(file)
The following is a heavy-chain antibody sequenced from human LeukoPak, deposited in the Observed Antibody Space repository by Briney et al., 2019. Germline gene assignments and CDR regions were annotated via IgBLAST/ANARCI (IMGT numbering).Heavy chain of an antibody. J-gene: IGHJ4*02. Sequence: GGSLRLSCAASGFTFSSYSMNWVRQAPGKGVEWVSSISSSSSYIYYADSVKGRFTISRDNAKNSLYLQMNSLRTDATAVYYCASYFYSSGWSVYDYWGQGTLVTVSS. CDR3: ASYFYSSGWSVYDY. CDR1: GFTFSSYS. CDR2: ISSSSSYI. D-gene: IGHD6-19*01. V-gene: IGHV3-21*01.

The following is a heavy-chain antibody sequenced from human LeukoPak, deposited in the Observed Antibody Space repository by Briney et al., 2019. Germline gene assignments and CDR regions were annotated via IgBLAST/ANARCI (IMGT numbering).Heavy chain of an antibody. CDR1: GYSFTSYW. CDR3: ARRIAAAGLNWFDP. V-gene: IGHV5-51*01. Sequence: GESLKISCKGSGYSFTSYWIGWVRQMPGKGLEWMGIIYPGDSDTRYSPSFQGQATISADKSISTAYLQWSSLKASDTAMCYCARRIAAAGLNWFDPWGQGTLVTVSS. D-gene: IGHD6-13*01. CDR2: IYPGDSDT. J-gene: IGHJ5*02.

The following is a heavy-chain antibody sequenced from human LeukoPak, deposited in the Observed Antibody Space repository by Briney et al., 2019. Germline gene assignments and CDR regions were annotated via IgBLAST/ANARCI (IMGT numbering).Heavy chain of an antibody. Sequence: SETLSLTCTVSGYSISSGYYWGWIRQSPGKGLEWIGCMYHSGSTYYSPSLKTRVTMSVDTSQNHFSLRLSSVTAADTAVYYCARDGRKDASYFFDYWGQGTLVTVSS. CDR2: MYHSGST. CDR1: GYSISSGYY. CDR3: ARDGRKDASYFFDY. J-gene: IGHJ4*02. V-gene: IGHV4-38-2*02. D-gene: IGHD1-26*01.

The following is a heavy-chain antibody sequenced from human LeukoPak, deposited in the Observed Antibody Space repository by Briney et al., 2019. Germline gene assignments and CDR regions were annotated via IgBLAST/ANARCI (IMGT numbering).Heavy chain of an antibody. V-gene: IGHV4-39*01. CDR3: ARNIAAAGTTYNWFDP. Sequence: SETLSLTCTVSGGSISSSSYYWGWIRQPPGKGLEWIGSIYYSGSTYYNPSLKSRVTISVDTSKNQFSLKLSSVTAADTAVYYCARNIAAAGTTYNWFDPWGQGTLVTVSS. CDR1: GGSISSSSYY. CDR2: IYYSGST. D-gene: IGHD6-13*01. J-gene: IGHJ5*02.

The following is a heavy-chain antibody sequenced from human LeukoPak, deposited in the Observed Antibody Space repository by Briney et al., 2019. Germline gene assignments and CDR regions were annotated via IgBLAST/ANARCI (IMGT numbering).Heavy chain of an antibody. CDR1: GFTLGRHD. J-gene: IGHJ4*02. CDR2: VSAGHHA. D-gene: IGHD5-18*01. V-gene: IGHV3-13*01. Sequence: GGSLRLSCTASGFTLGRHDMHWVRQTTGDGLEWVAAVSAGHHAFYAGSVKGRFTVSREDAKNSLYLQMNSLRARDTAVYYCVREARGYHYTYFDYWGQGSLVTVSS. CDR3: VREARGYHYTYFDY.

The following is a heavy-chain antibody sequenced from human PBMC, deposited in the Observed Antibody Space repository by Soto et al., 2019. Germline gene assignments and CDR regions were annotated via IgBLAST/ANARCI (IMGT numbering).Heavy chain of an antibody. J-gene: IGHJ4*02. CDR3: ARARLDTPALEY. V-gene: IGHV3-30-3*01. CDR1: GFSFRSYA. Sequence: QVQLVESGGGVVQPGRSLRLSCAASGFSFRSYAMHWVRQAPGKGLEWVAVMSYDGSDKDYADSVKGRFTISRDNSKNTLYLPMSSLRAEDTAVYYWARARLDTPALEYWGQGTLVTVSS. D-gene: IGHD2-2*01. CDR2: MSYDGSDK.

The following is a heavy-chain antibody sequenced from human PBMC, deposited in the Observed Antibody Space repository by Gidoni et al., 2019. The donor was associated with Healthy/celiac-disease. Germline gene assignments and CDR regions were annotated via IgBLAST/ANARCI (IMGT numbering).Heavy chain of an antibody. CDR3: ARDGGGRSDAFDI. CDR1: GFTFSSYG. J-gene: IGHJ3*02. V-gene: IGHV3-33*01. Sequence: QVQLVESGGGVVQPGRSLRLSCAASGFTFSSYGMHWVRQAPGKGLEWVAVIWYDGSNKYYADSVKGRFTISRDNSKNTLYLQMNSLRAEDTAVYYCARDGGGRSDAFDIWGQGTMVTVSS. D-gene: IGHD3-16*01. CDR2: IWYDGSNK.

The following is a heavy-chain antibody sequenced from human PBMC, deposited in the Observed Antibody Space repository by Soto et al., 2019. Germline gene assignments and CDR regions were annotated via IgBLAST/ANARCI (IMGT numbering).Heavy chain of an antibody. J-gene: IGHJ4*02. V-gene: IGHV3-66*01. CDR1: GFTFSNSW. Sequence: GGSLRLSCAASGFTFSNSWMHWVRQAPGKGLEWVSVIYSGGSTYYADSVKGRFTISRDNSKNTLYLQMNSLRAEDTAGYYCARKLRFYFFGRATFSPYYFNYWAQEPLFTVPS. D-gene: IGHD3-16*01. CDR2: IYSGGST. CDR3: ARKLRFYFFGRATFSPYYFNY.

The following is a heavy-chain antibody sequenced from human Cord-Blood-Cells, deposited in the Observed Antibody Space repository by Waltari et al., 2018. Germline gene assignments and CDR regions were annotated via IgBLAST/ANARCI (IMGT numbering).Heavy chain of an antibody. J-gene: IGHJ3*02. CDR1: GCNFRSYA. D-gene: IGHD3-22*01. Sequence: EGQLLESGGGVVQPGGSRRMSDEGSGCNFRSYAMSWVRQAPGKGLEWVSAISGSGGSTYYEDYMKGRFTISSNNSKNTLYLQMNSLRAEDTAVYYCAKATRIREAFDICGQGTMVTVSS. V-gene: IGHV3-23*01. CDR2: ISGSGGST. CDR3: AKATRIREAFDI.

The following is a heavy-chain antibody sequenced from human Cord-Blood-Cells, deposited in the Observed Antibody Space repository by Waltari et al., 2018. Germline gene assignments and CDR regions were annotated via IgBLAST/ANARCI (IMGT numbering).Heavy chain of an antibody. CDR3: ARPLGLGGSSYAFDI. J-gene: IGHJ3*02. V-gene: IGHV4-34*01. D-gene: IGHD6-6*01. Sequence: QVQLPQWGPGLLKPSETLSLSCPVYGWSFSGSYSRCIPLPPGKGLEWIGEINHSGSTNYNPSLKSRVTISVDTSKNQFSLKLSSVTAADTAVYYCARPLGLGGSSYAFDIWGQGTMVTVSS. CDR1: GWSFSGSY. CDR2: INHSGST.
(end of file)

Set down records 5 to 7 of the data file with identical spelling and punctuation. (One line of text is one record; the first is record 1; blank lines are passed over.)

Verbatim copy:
The following is a heavy-chain antibody sequenced from human LeukoPak, deposited in the Observed Antibody Space repository by Briney et al., 2019. Germline gene assignments and CDR regions were annotated via IgBLAST/ANARCI (IMGT numbering).Heavy chain of an antibody. CDR1: GFTLGRHD. J-gene: IGHJ4*02. CDR2: VSAGHHA. D-gene: IGHD5-18*01. V-gene: IGHV3-13*01. Sequence: GGSLRLSCTASGFTLGRHDMHWVRQTTGDGLEWVAAVSAGHHAFYAGSVKGRFTVSREDAKNSLYLQMNSLRARDTAVYYCVREARGYHYTYFDYWGQGSLVTVSS. CDR3: VREARGYHYTYFDY.

The following is a heavy-chain antibody sequenced from human PBMC, deposited in the Observed Antibody Space repository by Soto et al., 2019. Germline gene assignments and CDR regions were annotated via IgBLAST/ANARCI (IMGT numbering).Heavy chain of an antibody. J-gene: IGHJ4*02. CDR3: ARARLDTPALEY. V-gene: IGHV3-30-3*01. CDR1: GFSFRSYA. Sequence: QVQLVESGGGVVQPGRSLRLSCAASGFSFRSYAMHWVRQAPGKGLEWVAVMSYDGSDKDYADSVKGRFTISRDNSKNTLYLPMSSLRAEDTAVYYWARARLDTPALEYWGQGTLVTVSS. D-gene: IGHD2-2*01. CDR2: MSYDGSDK.

The following is a heavy-chain antibody sequenced from human PBMC, deposited in the Observed Antibody Space repository by Gidoni et al., 2019. The donor was associated with Healthy/celiac-disease. Germline gene assignments and CDR regions were annotated via IgBLAST/ANARCI (IMGT numbering).Heavy chain of an antibody. CDR3: ARDGGGRSDAFDI. CDR1: GFTFSSYG. J-gene: IGHJ3*02. V-gene: IGHV3-33*01. Sequence: QVQLVESGGGVVQPGRSLRLSCAASGFTFSSYGMHWVRQAPGKGLEWVAVIWYDGSNKYYADSVKGRFTISRDNSKNTLYLQMNSLRAEDTAVYYCARDGGGRSDAFDIWGQGTMVTVSS. D-gene: IGHD3-16*01. CDR2: IWYDGSNK.